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Commemorating War

Unlike most weekends, which are spent ferrying the children to swimming lessons and singing classes while trying to catch up with the housework, I spent most of the past weekend at a fascinating workshop on commemorating war which brought together a number of military and naval historians to discuss ideas about the upcoming commemorations for 2014-18. (And lest you think my house is now a complete tip, my husband got on with the chores, so actually it looks somewhat cleaner than it normally does on a Monday.)

There was far too much discussed to cover in one post, so I will be coming back to what was discussed over a very intense day and a half, but one of the most interesting discussions resulted from Gary Sheffield’s talk on ‘Jay Winter and the Commemoration of the First World War.’ Following a brief survey of Jay’s work, Gary then looked at the legacy of his theories and the implications for 2014-18.

Now, a small disclaimer: Jay supervised my undergraduate thesis and my MPhil and was a huge influence on my decision to pursue an academic career. One of his influences on the study of the First World War has been a concerted effort to bring military and cultural historians of the war together in dialogue, an aim that I hope influences my work. Certainly I do strive to balance my love of social and cultural history with an awareness of the military details that shaped the trends I explore, which is why I am currently going so deeply into the history and organization of the RAMC at the moment. Gary’s main point, however, was that Jay’s idea of the memory boom helps to reemphasize victimhood as central to our understanding of the war, something that, he pointed out, has been picked up on in Cameron’s announcement of national plans for commemoration. The dates chosen are those of battles that are interpreted primarily as defeats, with no mention of the final campaign (the 100 days) which one the Allies the war, a fact which prompted a letter from the Western Front Association to the Independent. (Scroll down). In addition (a point I had not picked up on before), the school visits being funded are to soldiers’ graves, not battlefields which places the emphasis not merely on victimhood but sacrifice. Gary’s point was that children won’t actually be getting a sense of what the war was like by walking the landscape of battle but it also raises the point of whether those who survived the war are to be commemorated. Having worked extensively on the history of disability and the war, I am all too aware of how little is remembered and understood of those who returned to civil society, many wounded in body and mind, and who struggled to reintegrate. The majority succeeded, but not, I would hazard, without significant cost. Their stories are seldom told.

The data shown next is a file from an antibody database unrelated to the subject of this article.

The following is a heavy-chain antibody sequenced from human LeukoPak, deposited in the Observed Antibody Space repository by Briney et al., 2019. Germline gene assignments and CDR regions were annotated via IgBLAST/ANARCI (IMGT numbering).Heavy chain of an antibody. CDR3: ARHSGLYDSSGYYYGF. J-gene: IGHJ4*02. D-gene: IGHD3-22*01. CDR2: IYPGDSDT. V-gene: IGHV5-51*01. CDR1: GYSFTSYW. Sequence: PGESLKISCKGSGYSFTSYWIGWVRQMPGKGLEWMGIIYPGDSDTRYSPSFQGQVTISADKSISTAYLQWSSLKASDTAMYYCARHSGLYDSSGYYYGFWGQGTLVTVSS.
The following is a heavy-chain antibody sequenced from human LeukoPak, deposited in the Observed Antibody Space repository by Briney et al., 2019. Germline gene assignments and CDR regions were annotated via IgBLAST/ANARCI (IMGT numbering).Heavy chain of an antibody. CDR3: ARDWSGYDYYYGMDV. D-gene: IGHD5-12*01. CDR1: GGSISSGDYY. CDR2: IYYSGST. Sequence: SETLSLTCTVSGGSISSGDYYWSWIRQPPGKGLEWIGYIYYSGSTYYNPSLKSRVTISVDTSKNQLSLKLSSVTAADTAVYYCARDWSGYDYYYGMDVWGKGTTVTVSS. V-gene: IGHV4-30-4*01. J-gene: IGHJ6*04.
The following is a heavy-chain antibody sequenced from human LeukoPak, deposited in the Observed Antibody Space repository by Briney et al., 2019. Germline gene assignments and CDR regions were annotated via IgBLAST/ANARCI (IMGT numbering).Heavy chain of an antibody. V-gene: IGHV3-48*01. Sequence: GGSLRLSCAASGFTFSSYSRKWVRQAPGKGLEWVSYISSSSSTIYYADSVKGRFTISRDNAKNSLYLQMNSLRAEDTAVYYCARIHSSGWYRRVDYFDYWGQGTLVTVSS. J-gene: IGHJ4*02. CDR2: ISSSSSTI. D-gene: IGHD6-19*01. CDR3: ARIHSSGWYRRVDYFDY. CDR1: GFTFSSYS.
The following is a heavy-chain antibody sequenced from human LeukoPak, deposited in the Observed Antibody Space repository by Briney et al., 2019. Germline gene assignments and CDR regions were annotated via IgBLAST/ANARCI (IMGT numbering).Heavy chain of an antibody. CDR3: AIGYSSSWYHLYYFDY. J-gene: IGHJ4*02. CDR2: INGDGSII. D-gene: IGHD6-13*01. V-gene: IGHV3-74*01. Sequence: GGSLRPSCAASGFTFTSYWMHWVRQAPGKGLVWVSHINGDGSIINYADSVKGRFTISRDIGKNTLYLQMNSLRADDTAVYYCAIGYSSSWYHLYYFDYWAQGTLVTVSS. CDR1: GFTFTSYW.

It was fascinating to hear a critique of the announced plans from the perspective of military history, and a reminder that military and cultural historians are often trying to tell a similar story, albeit from differing perspectives, and raise similar concerns about the way in which we remember and commemorate the war. The problems that we all, as historians, face in making these concerns public was the subject of an equally interesting presentation by the historian of the South African War, Professor Fransjohan Pretorius, who was involved with the commemorations in South Africa a decade ago. But that talk was itself rich enough that I think I had better return to it in another post.

Politicians and Generals